by Josephine McNeal
Creating life and starting or growing a family can bring pure joy to a woman’s life. It can also be a source of anxiety and hidden fear. In addition to the physical changes that occur during pregnancy and post-delivery, approximately 20% of Black women may experience mental health challenges. Unfortunately, the rates worsened during the COVID-19 pandemic as Black communities, including pregnant women, have been disproportionately impacted by the disease.
The disparity has resurfaced as a pressing issue for both lawmakers and health care providers after multiple bills to combat the crisis were introduced in Congress in 2021. Data also show that Black women continue to face a greater risk of childbirth complications than White women.
Regardless of factors such as lifestyle and socioeconomic status, Black women have historically had higher rates of medical complications, including hypertension and hemorrhaging, poorer practitioner-patient advocacy and communication, and less postpartum mental and physical health care support. These inequities put Black mothers at a higher risk for perinatal and postnatal mood and anxiety disorders (PMADs) such as depression, anxiety, obsessive compulsive disorder, and post-traumatic stress disorder. It is estimated that Black mothers’ risks for PMADs is twice that of the general population.
All too often, the insufficient access to quality and culturally sensitive physical and mental health care discourages Black mothers from seeking appropriate prenatal care. There is a direct correlation between higher infant mortality and lower levels of postnatal care for both the mother and baby.
While bringing more awareness to maternal mental health needs has led to various national efforts to improve maternal health care, Black mothers disproportionately face disparities in accessing and receiving appropriate health services. In the United States, Black women are three times more likely to die from childbirth, and Black infants are two times more likely to die before their first birthday.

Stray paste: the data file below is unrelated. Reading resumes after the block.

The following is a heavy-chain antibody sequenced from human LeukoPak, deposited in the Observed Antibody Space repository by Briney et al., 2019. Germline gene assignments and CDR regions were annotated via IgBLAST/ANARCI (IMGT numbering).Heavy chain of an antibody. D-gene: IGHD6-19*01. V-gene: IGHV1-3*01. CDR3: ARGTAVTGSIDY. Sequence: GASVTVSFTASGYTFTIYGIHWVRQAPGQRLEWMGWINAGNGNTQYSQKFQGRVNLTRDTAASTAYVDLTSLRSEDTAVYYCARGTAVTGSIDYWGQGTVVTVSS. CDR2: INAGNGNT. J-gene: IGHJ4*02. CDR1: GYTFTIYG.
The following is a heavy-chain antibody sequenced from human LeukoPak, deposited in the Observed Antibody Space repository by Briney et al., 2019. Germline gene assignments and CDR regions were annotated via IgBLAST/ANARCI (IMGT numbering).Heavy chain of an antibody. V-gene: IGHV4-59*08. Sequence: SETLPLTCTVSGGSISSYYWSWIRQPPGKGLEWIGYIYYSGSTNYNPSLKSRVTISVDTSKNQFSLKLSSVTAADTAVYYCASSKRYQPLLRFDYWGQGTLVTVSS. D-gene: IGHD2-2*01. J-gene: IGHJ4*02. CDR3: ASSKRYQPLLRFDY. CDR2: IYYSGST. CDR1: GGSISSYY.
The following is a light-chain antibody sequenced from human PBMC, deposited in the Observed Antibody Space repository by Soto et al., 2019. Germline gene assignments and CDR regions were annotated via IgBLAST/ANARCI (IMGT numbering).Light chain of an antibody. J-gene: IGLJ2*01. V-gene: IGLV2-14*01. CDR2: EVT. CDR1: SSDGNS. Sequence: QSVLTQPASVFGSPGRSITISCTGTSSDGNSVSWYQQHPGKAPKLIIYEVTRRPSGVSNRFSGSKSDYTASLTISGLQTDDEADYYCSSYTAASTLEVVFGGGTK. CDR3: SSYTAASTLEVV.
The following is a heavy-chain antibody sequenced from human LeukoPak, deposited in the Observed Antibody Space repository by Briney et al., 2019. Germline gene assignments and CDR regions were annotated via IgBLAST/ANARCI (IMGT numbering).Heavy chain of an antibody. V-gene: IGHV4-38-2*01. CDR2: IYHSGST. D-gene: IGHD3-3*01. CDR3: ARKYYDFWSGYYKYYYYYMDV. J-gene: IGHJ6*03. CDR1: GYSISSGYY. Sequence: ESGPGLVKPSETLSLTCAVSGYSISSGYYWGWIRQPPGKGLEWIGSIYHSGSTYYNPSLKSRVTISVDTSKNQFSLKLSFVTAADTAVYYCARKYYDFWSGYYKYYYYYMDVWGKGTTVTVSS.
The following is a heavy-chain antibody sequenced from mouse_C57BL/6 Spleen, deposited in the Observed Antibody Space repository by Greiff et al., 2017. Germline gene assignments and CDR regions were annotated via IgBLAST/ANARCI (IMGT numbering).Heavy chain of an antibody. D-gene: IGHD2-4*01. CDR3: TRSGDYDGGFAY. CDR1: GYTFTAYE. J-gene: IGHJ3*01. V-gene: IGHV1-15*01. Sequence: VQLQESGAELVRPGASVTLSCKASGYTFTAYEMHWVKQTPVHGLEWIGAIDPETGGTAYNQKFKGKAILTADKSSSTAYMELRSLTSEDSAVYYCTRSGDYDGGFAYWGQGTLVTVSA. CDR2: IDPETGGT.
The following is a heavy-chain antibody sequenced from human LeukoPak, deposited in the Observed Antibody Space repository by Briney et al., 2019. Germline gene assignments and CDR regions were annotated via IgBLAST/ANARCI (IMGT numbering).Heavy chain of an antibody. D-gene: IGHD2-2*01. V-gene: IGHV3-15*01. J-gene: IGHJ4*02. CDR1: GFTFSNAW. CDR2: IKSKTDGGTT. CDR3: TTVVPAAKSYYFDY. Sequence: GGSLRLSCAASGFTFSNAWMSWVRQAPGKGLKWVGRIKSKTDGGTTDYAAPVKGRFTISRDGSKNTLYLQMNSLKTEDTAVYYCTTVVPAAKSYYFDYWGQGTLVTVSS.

Efforts such as Black Maternal Health Awareness and organizations such as Shades of Blue, founders of Black Maternal Mental Health Week, have helped further the awareness of these issues.
In addition, health fairs in Black communities are critical for preventive care, such as the Stay Well Health Fairs that are part of the We Can Do This Public Education Campaign. These events provide more accessible health screenings, in-person access to Black healthcare professionals, and COVID-19 testing, vaccinations, and boosters to Black communities, including moms.
Screenings and preventive care, especially for Black women entering motherhood, are valuable for overall health. The Stay Well events are an innovative way to reach the Black community by creating a space for health access and equity where the need is greatest.
“I made the decision to get myself and my children both vaccinated and boosted to protect their health,” said Josette Brown, a mom of two and panelist at the Stay Well Health Fair in Washington, D.C.
The Stay Well Health Fairs take place across the country, and the latest locations can be found at www.facebook.com/StayWellCommunityHealthFairs.
The health screenings offered are just one way to keep Black moms and their loved ones happy and healthy.